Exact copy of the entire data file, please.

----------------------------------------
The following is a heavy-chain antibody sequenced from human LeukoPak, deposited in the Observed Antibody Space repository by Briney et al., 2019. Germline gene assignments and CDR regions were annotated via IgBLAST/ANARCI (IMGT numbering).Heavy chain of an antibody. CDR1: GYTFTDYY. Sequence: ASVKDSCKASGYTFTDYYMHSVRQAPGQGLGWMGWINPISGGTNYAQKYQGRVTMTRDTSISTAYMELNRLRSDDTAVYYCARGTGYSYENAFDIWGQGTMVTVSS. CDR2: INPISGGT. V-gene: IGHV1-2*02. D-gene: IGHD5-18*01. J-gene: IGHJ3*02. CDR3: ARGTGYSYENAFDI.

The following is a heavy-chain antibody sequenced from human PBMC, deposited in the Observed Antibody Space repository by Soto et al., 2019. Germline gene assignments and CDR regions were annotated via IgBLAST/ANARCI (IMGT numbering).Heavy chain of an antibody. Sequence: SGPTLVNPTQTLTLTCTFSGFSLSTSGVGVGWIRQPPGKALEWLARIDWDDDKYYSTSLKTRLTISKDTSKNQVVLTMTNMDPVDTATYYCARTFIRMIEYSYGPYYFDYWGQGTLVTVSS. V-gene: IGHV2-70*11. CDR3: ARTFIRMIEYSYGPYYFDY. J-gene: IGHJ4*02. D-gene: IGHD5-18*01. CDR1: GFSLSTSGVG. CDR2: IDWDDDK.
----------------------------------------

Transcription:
The following is a heavy-chain antibody sequenced from human LeukoPak, deposited in the Observed Antibody Space repository by Briney et al., 2019. Germline gene assignments and CDR regions were annotated via IgBLAST/ANARCI (IMGT numbering).Heavy chain of an antibody. CDR1: GYTFTDYY. Sequence: ASVKDSCKASGYTFTDYYMHSVRQAPGQGLGWMGWINPISGGTNYAQKYQGRVTMTRDTSISTAYMELNRLRSDDTAVYYCARGTGYSYENAFDIWGQGTMVTVSS. CDR2: INPISGGT. V-gene: IGHV1-2*02. D-gene: IGHD5-18*01. J-gene: IGHJ3*02. CDR3: ARGTGYSYENAFDI.

The following is a heavy-chain antibody sequenced from human PBMC, deposited in the Observed Antibody Space repository by Soto et al., 2019. Germline gene assignments and CDR regions were annotated via IgBLAST/ANARCI (IMGT numbering).Heavy chain of an antibody. Sequence: SGPTLVNPTQTLTLTCTFSGFSLSTSGVGVGWIRQPPGKALEWLARIDWDDDKYYSTSLKTRLTISKDTSKNQVVLTMTNMDPVDTATYYCARTFIRMIEYSYGPYYFDYWGQGTLVTVSS. V-gene: IGHV2-70*11. CDR3: ARTFIRMIEYSYGPYYFDY. J-gene: IGHJ4*02. D-gene: IGHD5-18*01. CDR1: GFSLSTSGVG. CDR2: IDWDDDK.